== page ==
If SHTF, 38% Chance You Will Be At Work

You probably spend about 38 percent of your time while at work, along with the typical commute. Assuming that you’re not retired. So if you’re one of the preparedness-minded (prepper lifestyle), you really should consider “what if” SHTF while you’re at work…

You spend 29 percent of your lifetime sleeping, if you sleep 7 hours a night.

33 percent of your time you’re doing other things, at home, etc..

So, if a SHTF event were to occur, there might be a ~38% chance that you will be at work.

For preparedness sake, this is a significant statistic.

Preparedness For If The Balloon Goes Up While At Work

Don’t ignore preparedness /prepping for while at your work place. You might be at work if and when “it” happens.

What do I mean by SHTF?

It’s a common acronym for shit-hit-the-fan. And it generally refers to anything whereby your world is disrupted to a significant degree. The reference is bandied about within the preparedness /prepper community, although opinions vary as to the threshold of disruption /disaster to justify using the term. I’ll leave the interpretation up to you. Point being, you spend a lot of time away from home, at work, and you ought to consider that for contingency planning.

If you are caught away from home in a SHTF situation the first 12 hours will be the most critical in developing a plan, gathering any additional supplies and getting away from populated areas. Once the reality of the situation sets in, the panic will begin and the unpredictability of normally rational people will skyrocket.

~ Romeo Charlie

I was at work when 9/11 happened. At that time I thought SHTF was starting. The boss decided to close for the day. I had my EDC in the car so I filled my water bottle at the water cooler. I remember my fellow workers standing around looking at me in shock not knowing what to do. Fortunately it wasn’t TEOTWAWKI.

~ said someone on the blog

Things you can do…

One of the most effective ways that you can prep for this is by having adequate kit/supplies in your vehicle (assuming that you drive to work). Your vehicle will be your storage location for whatever tangible assets that you decide to include in your contingency plans. A place for supplies, gear, food, water, etc..

If you don’t commute by way of your own vehicle, it will be even more important to supply yourself at the workplace itself, as well as considering your every-day-carry (on your person, a shoulder bag, briefcase, etc..).

As is the case for most tangible preparedness supply choices, you’re looking at the basics first. Like water and food. You’re at work. So there’s technically shelter. Maybe the power is out. Perhaps a flashlight. It’s part of my EDC on my keychain (I use this Olight 90 Lumen tiny flashlight) (amzn).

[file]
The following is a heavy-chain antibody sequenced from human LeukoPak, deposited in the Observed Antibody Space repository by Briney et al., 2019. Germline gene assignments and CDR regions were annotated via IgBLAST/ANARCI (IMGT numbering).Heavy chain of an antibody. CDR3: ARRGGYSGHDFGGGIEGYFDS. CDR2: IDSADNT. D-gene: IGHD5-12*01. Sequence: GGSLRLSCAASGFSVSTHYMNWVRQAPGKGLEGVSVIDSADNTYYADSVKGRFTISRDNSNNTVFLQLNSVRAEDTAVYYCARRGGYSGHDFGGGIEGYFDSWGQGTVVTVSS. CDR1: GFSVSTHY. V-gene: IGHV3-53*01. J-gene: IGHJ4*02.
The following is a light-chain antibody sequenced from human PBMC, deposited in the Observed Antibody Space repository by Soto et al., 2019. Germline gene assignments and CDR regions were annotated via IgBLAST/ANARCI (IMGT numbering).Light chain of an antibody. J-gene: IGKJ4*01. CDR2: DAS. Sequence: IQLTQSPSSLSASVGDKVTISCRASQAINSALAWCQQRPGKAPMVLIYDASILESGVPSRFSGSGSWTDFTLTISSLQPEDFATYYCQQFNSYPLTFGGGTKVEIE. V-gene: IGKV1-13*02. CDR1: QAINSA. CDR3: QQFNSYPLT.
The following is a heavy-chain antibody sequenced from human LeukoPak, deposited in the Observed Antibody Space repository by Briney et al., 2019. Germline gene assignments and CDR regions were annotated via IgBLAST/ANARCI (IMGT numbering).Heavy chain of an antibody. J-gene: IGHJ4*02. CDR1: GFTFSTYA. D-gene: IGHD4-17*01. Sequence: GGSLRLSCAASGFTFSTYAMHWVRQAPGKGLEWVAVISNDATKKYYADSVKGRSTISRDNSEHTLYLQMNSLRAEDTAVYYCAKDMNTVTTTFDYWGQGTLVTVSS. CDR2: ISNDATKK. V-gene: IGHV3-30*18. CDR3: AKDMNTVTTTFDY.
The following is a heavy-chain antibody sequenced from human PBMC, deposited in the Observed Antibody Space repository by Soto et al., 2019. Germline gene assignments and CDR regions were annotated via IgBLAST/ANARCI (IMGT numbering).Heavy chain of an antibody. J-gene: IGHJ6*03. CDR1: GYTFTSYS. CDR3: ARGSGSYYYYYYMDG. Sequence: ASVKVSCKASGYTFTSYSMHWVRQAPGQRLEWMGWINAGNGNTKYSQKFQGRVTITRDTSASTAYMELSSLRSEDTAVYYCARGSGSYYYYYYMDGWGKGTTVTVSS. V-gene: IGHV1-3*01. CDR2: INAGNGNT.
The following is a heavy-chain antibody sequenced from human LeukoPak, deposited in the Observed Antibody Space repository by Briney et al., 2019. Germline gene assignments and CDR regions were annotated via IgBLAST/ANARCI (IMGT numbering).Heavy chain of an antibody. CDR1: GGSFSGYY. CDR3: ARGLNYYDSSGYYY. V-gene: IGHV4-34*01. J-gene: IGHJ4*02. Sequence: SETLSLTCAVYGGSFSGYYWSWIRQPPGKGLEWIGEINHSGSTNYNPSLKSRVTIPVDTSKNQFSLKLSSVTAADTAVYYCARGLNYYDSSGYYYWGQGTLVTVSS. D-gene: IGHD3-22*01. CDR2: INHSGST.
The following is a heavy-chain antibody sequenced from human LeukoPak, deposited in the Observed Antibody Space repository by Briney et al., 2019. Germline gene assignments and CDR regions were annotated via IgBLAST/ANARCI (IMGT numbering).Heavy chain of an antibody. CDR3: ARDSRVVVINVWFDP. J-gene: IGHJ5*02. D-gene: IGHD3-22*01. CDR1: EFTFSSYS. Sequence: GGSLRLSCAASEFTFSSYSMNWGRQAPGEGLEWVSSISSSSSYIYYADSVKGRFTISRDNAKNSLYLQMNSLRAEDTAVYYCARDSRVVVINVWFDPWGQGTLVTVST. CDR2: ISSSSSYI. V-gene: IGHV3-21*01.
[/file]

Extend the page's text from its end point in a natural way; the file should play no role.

Your primary mission (if SHTF at work) will likely be to get home. If your vehicle is operational and the roads are passable, great. You will probably have little problem, at least if you ‘get out of dodge’ quickly enough. But what if you can’t (for whatever reason – it may impede driving home)?

A bag to carry your supplies which will help you get there if you have to hoof it?

Is it do-able to carry a folding bike in the trunk?

Walking shoes or hiking boots. Comfortable appropriate footwear in case you have to walk a great distance.

Are you always wearing appropriate seasonal outerwear when you go to work during the winter? People go from their heated homes to their heated cars to their heated workplace. As a result, the right seasonal gear might be overlooked… How many times have we seen lines of stranded vehicles on the highway in a snowstorm? Think about that.

A huge snowstorm came in one year and I called the boss and said we gotta go. She balked, but we left. She stayed. I got a call that night from her stating it took her 7 hrs. to make 20 miles. She said she’d never not listen again.

~ Matt in Oklahoma

Things to help keep warm. Blankets. Ways to start a fire.

[ Read: Fire Starting Kit List ]

Got a desk at work? Or a personal space, a locker, other? Why not use one of the drawers for emergency supplies. Like a bunch of Food Bars for quick food, for example.

[ Read: The CLIF Bar Energy Food Bar For Survival Kit ]

Keep several water bottles in there too. Is there a First Aid Kit there at work? Workplace buildings can get real dark if the power goes out. I consider a flashlight a must have too.

A change of clothes might be good – depending on your normal work attire.

From time to time I go through my truck and adjust what I keep in there for preparedness /prepping supplies. You should too!

Think about SHTF in the context of being at work. Maybe you’ll need to hunker down there for awhile (as opposed to immediately hoofing it back home). Maybe that will cause you to adjust your supplies.

Re-evaluate what you have, and make adjustments accordingly.

While those of you who are preparedness-minded probably have a decent supply of various preps at home, the point here is not to neglect your workplace. Especially since you spend so much time there, assuming you’re not already retired.

What else?

[ Read: Survival Gear For Preparedness | What You Need And Why ]

[ Read: Winter Survival Gear To Keep In Your Car ]